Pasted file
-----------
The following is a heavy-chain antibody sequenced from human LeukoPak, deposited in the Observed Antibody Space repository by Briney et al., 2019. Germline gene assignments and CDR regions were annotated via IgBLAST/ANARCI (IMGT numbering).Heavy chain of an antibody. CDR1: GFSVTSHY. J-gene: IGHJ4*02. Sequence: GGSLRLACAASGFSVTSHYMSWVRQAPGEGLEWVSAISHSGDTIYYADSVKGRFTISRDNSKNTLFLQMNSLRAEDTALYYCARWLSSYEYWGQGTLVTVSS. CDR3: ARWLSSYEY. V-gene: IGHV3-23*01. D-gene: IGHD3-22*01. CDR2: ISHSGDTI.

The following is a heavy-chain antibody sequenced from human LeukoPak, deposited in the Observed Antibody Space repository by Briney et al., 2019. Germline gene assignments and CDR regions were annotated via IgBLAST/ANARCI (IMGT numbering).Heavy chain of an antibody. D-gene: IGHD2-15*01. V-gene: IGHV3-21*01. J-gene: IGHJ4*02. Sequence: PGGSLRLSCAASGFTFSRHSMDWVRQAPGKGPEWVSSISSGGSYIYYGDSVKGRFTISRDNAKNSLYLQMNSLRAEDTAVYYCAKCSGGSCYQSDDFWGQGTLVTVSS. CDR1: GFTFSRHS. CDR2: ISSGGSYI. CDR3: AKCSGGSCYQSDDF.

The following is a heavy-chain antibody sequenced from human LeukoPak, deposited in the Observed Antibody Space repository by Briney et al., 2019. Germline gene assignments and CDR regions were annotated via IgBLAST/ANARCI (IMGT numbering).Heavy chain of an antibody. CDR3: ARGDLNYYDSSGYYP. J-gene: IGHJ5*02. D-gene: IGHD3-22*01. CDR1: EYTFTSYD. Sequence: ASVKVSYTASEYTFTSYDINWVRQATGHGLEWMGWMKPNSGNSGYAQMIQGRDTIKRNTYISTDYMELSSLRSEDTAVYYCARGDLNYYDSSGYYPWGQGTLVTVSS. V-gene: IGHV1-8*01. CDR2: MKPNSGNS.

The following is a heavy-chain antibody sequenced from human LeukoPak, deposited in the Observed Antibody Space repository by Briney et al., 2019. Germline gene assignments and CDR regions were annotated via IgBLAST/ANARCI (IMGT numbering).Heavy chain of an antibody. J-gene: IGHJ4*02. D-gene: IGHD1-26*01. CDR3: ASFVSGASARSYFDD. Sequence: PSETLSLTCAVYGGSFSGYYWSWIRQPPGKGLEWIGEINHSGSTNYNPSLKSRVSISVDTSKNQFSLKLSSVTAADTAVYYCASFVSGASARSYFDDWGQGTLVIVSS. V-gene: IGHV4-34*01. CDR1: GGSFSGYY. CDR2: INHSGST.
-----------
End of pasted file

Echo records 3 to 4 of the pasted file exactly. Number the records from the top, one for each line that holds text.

The following is a heavy-chain antibody sequenced from human LeukoPak, deposited in the Observed Antibody Space repository by Briney et al., 2019. Germline gene assignments and CDR regions were annotated via IgBLAST/ANARCI (IMGT numbering).Heavy chain of an antibody. CDR3: ARGDLNYYDSSGYYP. J-gene: IGHJ5*02. D-gene: IGHD3-22*01. CDR1: EYTFTSYD. Sequence: ASVKVSYTASEYTFTSYDINWVRQATGHGLEWMGWMKPNSGNSGYAQMIQGRDTIKRNTYISTDYMELSSLRSEDTAVYYCARGDLNYYDSSGYYPWGQGTLVTVSS. V-gene: IGHV1-8*01. CDR2: MKPNSGNS.

The following is a heavy-chain antibody sequenced from human LeukoPak, deposited in the Observed Antibody Space repository by Briney et al., 2019. Germline gene assignments and CDR regions were annotated via IgBLAST/ANARCI (IMGT numbering).Heavy chain of an antibody. J-gene: IGHJ4*02. D-gene: IGHD1-26*01. CDR3: ASFVSGASARSYFDD. Sequence: PSETLSLTCAVYGGSFSGYYWSWIRQPPGKGLEWIGEINHSGSTNYNPSLKSRVSISVDTSKNQFSLKLSSVTAADTAVYYCASFVSGASARSYFDDWGQGTLVIVSS. V-gene: IGHV4-34*01. CDR1: GGSFSGYY. CDR2: INHSGST.